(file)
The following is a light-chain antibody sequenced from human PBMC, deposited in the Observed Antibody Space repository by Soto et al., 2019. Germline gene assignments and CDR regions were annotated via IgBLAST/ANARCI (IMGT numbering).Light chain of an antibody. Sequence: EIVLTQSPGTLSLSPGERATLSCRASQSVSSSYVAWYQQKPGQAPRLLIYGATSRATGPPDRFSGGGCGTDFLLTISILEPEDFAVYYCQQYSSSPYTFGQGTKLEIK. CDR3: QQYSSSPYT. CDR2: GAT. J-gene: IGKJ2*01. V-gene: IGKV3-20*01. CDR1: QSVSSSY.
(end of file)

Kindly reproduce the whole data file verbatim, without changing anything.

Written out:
The following is a light-chain antibody sequenced from human PBMC, deposited in the Observed Antibody Space repository by Soto et al., 2019. Germline gene assignments and CDR regions were annotated via IgBLAST/ANARCI (IMGT numbering).Light chain of an antibody. Sequence: EIVLTQSPGTLSLSPGERATLSCRASQSVSSSYVAWYQQKPGQAPRLLIYGATSRATGPPDRFSGGGCGTDFLLTISILEPEDFAVYYCQQYSSSPYTFGQGTKLEIK. CDR3: QQYSSSPYT. CDR2: GAT. J-gene: IGKJ2*01. V-gene: IGKV3-20*01. CDR1: QSVSSSY.